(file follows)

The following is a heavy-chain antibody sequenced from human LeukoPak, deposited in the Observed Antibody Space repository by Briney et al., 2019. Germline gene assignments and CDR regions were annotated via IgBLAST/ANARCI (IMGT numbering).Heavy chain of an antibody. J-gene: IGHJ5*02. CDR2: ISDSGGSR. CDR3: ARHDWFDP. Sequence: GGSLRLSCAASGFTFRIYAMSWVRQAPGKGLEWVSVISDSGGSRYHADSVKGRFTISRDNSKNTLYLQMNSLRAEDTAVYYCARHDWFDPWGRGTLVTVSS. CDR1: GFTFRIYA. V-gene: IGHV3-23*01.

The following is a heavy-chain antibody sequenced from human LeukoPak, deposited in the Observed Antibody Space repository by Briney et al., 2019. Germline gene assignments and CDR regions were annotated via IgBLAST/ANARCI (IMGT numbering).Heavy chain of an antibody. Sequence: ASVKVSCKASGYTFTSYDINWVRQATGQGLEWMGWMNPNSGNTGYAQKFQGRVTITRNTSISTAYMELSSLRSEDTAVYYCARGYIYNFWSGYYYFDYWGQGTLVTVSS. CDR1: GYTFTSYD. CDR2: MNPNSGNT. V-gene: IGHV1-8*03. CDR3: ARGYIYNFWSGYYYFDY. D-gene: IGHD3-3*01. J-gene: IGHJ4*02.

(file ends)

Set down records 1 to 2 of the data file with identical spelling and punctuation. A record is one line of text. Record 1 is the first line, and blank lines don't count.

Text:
The following is a heavy-chain antibody sequenced from human LeukoPak, deposited in the Observed Antibody Space repository by Briney et al., 2019. Germline gene assignments and CDR regions were annotated via IgBLAST/ANARCI (IMGT numbering).Heavy chain of an antibody. J-gene: IGHJ5*02. CDR2: ISDSGGSR. CDR3: ARHDWFDP. Sequence: GGSLRLSCAASGFTFRIYAMSWVRQAPGKGLEWVSVISDSGGSRYHADSVKGRFTISRDNSKNTLYLQMNSLRAEDTAVYYCARHDWFDPWGRGTLVTVSS. CDR1: GFTFRIYA. V-gene: IGHV3-23*01.

The following is a heavy-chain antibody sequenced from human LeukoPak, deposited in the Observed Antibody Space repository by Briney et al., 2019. Germline gene assignments and CDR regions were annotated via IgBLAST/ANARCI (IMGT numbering).Heavy chain of an antibody. Sequence: ASVKVSCKASGYTFTSYDINWVRQATGQGLEWMGWMNPNSGNTGYAQKFQGRVTITRNTSISTAYMELSSLRSEDTAVYYCARGYIYNFWSGYYYFDYWGQGTLVTVSS. CDR1: GYTFTSYD. CDR2: MNPNSGNT. V-gene: IGHV1-8*03. CDR3: ARGYIYNFWSGYYYFDY. D-gene: IGHD3-3*01. J-gene: IGHJ4*02.